The American Lawyer: As He Was-As He Is-As He Can Be The American Lawyer: As He Was-As He Is-As He Can Be
By John Randolph Dos Passos
2000/04 - Beard Books - Law Classic
1587980029 - Paperback - Reprint - 191 pp.

Interesting reading of a lawyer’s insight into the lawyer’s full relations to society.

Publisher Comments

Category: Litigation

This title is part of the Lawyering list.

Of Interest:

A History of the American Bar

This insightful book goes beyond the technical works written about the obligations of lawyers, and addresses a lawyer’s full relations to society. The specific questions focused on are: “What is a lawyer? What is his real mission? What relation does he bear to the government of which he is a citizen? What are his real duties to society?”

From the Federalist 98

This book written in 1907 by John Dos Passos, a New York lawyer, is exceptionally insightful. The author, a man of the highest moral standing and an accomplished legal scholar, recognized in 1907 the grievous harm that the legalprofession was inflicting upon the Nation. The philosophy he espouses, his concept of the proper ethos of the profession, is in keeping with the very highest moral approach to the law... The American Lawyer, is exceptionally insightful and revealing. He saw with great accuracy and foresight most of the ills that the legal profession had already brought upon the Nation, and many of the further disasters that would follow. Dos Passos (1844-1917), was a lawyer possessed of great moral commitment, who was not afraid to speak out concerning the 'ugly truth' about his profession.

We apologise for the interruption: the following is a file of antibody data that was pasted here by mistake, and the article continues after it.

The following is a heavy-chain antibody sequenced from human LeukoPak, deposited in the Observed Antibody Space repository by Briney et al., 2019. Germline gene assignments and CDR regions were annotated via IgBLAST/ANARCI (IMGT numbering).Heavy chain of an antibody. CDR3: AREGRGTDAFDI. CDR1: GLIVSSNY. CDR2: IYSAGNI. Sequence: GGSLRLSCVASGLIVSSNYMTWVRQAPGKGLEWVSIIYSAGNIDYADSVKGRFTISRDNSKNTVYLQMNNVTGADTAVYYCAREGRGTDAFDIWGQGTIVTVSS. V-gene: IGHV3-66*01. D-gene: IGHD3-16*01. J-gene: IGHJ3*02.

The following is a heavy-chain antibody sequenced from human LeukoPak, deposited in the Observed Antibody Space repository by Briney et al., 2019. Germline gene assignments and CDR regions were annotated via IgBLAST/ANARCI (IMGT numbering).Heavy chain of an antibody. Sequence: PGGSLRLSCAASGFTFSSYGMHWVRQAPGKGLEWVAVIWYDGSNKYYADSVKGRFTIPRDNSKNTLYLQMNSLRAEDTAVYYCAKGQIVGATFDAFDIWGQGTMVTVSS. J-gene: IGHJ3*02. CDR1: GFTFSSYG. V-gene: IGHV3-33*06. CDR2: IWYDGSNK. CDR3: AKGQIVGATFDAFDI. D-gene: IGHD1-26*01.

John Randolph Dos Passos, 1814-1917, studied law privately. He was admitted to practice in Pennsylvania but then went to New York where he engaged in banking, corporate and financial law. He was active in the formation of large business amalagamations, including the so-called "sugar trust," AM Thread Co., and many others.

Chapter I. Introduction 1
Chapter II. The Genealogy of the Lawyer 7
Chapter III. A Parallel Between the Past and Present Lawyers of the United States 12
Chapter IV. The Press, the Stage, the Literature, and the Bar, since the Civil War 35
Chapter V. The Education of the Lawyer, and the Conditions under which He Is Authorized to Practice, and His Oath 50
Chapter VI. Nature of Lawyer's Vocation 68
Chapter VII. The Lawyer's Political Employment as a Legislator, and in Other Capacities. The Duties of a Legislator 85
Chapter VIII. The Obligations of a Lawyer 115
Chapter IX. The "Duties" of a Lawyer 124
Chapter X. Causes and Remedies 164

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